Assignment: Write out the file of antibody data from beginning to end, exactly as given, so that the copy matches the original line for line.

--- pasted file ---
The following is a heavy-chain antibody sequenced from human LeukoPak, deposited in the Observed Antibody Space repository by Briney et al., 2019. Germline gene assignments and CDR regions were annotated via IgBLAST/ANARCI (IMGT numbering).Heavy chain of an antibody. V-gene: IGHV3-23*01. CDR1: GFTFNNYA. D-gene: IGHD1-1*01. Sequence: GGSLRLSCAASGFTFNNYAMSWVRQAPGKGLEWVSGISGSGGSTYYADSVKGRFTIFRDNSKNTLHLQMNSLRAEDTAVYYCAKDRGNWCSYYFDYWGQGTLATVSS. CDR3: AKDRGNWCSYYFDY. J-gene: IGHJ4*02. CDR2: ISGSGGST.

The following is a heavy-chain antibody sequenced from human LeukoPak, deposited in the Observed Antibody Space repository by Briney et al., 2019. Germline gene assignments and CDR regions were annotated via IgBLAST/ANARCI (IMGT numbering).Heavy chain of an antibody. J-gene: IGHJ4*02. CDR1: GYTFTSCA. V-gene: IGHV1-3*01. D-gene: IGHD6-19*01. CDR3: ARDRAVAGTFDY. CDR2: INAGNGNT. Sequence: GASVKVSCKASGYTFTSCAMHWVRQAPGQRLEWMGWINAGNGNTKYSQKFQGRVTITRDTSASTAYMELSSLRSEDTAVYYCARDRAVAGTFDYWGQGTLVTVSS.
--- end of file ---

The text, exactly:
The following is a heavy-chain antibody sequenced from human LeukoPak, deposited in the Observed Antibody Space repository by Briney et al., 2019. Germline gene assignments and CDR regions were annotated via IgBLAST/ANARCI (IMGT numbering).Heavy chain of an antibody. V-gene: IGHV3-23*01. CDR1: GFTFNNYA. D-gene: IGHD1-1*01. Sequence: GGSLRLSCAASGFTFNNYAMSWVRQAPGKGLEWVSGISGSGGSTYYADSVKGRFTIFRDNSKNTLHLQMNSLRAEDTAVYYCAKDRGNWCSYYFDYWGQGTLATVSS. CDR3: AKDRGNWCSYYFDY. J-gene: IGHJ4*02. CDR2: ISGSGGST.

The following is a heavy-chain antibody sequenced from human LeukoPak, deposited in the Observed Antibody Space repository by Briney et al., 2019. Germline gene assignments and CDR regions were annotated via IgBLAST/ANARCI (IMGT numbering).Heavy chain of an antibody. J-gene: IGHJ4*02. CDR1: GYTFTSCA. V-gene: IGHV1-3*01. D-gene: IGHD6-19*01. CDR3: ARDRAVAGTFDY. CDR2: INAGNGNT. Sequence: GASVKVSCKASGYTFTSCAMHWVRQAPGQRLEWMGWINAGNGNTKYSQKFQGRVTITRDTSASTAYMELSSLRSEDTAVYYCARDRAVAGTFDYWGQGTLVTVSS.